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Lawrence Wilkerson, Colin Powell’s former chief of staff, thinks we need a special prosecutor to investigate Bush-era torture policies.  My MoJo colleague David Corn, the guy who first broke the Valerie Plame story, isn’t so sure:

There’s one problem with a special prosecutor: it’s not his job to expose wrongdoing. A special prosecutor does dig up facts — but only in order to prosecute a possible crime. His mission is not to shine light on misdeeds, unless it is part of a prosecution. In many cases, a prosecutor’s investigation does not produce any prosecutions. Sometimes, it leads only to a limited prosecution.

That’s what happened with Patrick Fitzgerald. He could not share with the public all that he had discovered about the involvement of Bush, Cheney, Karl Rove, and other officials in the CIA leak case. Under the rules governing federal criminal investigations, he was permitted to disclose only information and evidence that was directly related and needed for the indictment and prosecution of Libby. Everything else he had unearthed via subpoenas and grand jury interviews had to remain secret. Repeatedly, Fitzgerald said that his hands were tied on this point. A special prosecutor, it turns out, is a rather imperfect vehicle for revealing the full truth.

David also says that lawyers he’s talked to suggest that prosecutions would be difficult, which could leave us in the worst of all possible worlds: a long, drawn-out investigation that, in the end, produces not even a report or a set of indictment, let alone convictions.  No one would be satisfied.

David suggests an independent commission of some kind as the best way forward, and I’m tentatively inclined to agree.  Unfortunately, President Obama seems distinctly non-thrilled by the idea, and I doubt that Congress is especially eager to move forward either.  Porter Goss’s op-ed last Friday in the Washington Post, where he insisted that both Democratic and Republican members of Congress knew what the CIA was doing and didn’t object to it, may have been disingenuous in places, but I wouldn’t be surprised if he’s right about his essential point — or at least, close enough to right to make a genuinely independent commission as frightening a prospect for Dems as it is for the GOP.  It’s probably the right thing to do, but if Obama’s opposed and Republicans are opposed and Democrats are mostly running for cover, who’s going to make it happen?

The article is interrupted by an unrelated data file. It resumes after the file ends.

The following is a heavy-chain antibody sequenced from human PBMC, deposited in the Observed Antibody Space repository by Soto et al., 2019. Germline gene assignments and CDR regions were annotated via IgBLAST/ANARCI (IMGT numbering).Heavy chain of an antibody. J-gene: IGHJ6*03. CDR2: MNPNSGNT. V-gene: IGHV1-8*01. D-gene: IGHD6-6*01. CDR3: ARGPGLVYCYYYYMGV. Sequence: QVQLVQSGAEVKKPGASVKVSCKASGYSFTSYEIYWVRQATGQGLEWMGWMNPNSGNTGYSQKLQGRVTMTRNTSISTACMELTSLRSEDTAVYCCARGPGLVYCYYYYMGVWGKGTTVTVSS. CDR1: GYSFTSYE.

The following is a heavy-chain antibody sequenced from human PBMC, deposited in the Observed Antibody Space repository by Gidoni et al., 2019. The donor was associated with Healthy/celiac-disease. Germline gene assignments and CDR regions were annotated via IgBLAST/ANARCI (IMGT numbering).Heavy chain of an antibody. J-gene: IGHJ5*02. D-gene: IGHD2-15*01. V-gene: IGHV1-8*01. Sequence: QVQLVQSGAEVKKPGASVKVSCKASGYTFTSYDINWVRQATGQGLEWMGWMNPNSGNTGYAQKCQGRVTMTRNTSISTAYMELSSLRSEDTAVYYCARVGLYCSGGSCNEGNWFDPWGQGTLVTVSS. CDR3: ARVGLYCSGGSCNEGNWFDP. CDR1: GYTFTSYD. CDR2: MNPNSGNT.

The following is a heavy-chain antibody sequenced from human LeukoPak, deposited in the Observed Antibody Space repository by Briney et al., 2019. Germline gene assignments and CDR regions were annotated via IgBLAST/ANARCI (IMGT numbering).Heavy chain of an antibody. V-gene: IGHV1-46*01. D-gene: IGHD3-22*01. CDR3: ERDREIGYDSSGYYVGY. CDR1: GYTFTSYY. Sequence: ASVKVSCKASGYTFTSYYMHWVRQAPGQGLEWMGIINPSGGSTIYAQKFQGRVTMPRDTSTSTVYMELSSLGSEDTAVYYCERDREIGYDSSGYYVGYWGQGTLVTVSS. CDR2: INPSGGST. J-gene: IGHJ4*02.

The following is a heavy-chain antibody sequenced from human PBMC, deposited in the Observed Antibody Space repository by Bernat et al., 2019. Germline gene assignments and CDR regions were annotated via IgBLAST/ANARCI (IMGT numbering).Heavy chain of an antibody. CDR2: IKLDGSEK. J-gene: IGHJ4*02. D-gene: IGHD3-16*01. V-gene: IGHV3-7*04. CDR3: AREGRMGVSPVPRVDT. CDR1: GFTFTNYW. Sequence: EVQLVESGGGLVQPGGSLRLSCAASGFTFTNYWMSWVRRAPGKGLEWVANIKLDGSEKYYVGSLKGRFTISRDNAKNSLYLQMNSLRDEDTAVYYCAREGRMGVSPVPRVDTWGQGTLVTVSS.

There’s always the Senate Intelligence Committee, of course, but I wouldn’t hold my breath that they’re going to produce anything definitive.  Washington is hunkering down and hoping that this will all blow over as soon as the next crisis of the moment hits the front pages.  Unfortunately, they’re probably right.

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THE TRUTH...

is the first thing despots go after. An unwavering commitment to it is probably what draws you to Mother Jones' journalism. And as we're seeing in the US and the world around, authoritarians seek to poison the discourse and the way we relate to each other because they can't stand people coming together around a shared sense of the truth—it's a huge threat to them.

Which is also a pretty great way to describe Mother Jones' mission: People coming together around the truth to hold power accountable.

And right now, we need to raise about $400,000 from our online readers over the next two months to hit our annual goal and make good on that mission. Read more about the information war we find ourselves in and how people-powered, independent reporting can and must rise to the challenge—and please support our team's truth-telling journalism with a donation if you can right now.

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